Sonic Youth Needs an Editor

Sonic Youth Needs an Editor

I logged thousands of hours as a college radio DJ in the early 1980s, and have spun in clubs every once in a while since. House mixing is alien to me. I don’t like to extend songs, or blend them seamlessly. I want to slam different things together and mix them up, but still make sense. I want dynamics, not sameness. More»

Interstitial Overdrive

Interstitial Overdrive

A three-day music festival like Outside Lands is hectic and exhausting no matter how you approach it. So, I try to pare down the wish list, not rush from stage to stage to see every single band I’m interested in, and let the festival vibe take care of whatever other decisions need to be made. Recapping the experience without running over the itinerary isn’t much easier. But paying attention to what isn’t on stage is a start. More»

Ready Aim Failure

Ready Aim Failure

On August 18th, coordinated terrorist attacks near the Israeli resort town of Eilat claimed the lives of six Israeli civilians and two soldiers. In a matter of hours, the Israeli government, claiming they had proof the attacks originated from Gaza, directed bombing attacks at the besieged Strip. At least a dozen people were killed, including a local leader of the Popular Resistance Committees (PRC), which Israeli Prime Minister Benjamin Netanyahu categorically stated was behind the Eilat attacks. More»

Cultural Programming

Cultural Programming

She said she was in favor immigration. Just not “this immigration,” meaning the current wave of immigrants arriving on Italy’s shores. Stating that EU immigration policy had “totally failed,” Souad Sbai blamed NATO’s Libyan campaign for creating the current refugee crisis, telling her host that Europe is better prepared to fight wars than deal with immigration. She called for a Marshall plan for North Africa, as proper recompense for its oil. More»

Framing History

Framing History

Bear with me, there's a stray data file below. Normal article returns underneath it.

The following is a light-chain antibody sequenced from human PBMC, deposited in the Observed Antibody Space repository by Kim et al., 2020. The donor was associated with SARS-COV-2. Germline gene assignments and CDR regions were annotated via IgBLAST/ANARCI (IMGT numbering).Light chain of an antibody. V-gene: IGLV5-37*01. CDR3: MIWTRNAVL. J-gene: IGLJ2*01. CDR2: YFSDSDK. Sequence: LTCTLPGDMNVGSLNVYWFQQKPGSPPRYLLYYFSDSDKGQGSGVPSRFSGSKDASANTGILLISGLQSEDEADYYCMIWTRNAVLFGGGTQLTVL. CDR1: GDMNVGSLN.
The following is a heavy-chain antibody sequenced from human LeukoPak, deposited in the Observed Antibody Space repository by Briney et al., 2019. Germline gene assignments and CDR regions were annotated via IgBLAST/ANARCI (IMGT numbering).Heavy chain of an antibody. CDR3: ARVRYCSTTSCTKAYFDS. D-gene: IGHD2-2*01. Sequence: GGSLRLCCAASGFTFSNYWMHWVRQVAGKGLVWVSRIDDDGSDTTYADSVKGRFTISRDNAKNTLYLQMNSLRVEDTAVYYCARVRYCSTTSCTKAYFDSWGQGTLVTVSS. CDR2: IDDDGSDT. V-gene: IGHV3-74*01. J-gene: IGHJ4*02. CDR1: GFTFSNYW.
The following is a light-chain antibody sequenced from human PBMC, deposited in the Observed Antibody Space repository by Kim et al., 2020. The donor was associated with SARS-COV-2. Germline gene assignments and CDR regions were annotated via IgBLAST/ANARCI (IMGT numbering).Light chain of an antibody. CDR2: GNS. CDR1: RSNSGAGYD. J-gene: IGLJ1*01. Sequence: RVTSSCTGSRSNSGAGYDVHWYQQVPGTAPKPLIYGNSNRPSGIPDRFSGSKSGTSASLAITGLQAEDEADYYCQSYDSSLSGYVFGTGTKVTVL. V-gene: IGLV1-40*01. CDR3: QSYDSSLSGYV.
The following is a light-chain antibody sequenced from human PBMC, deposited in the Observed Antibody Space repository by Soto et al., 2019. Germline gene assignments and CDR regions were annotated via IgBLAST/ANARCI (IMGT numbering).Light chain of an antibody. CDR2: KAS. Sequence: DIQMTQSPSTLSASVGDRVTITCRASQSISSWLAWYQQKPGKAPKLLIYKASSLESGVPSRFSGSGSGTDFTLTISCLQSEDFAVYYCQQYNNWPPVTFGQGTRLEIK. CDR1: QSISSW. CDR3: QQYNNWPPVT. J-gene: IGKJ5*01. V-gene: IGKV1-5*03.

One of the world’s greatest media museums sits just across the river from my apartment. Its name is the Museo Nazionale del Cinema (National Museum of Cinema.) Located inside Torino’s Mole Antonelliana, a 19th century building originally designed to be a synagogue, the place still has something of a holy purpose. Especially for an LA native, like me. More»

Common Protests

Common Protests

What do the different forms of unrest that have proliferated in Europe, North Africa, the Middle East, and Latin America have in common? Recently, Judith Revel and Toni Negri published The Common in Revolt, one of the more lucid and penetrating essays analyzing recent and current social protests, revolts, riots, and street politics. A characteristic of such provocative essays is that they demand responses and help shape public debate. More»

Elvis and the Barstool Blues

Elvis and the Barstool Blues

We met Elvis in a mini-mart in Winkelman, Arizona last May. This one chance encounter changed the way we think about photographing people and opened our eyes to parts of the mining landscape we’ve been exploring as part of our Copper Belt Project that we hadn’t much considered before even though they were all around us. In this one afternoon, Elvis, bars and booze all came together to make us see things differently. More»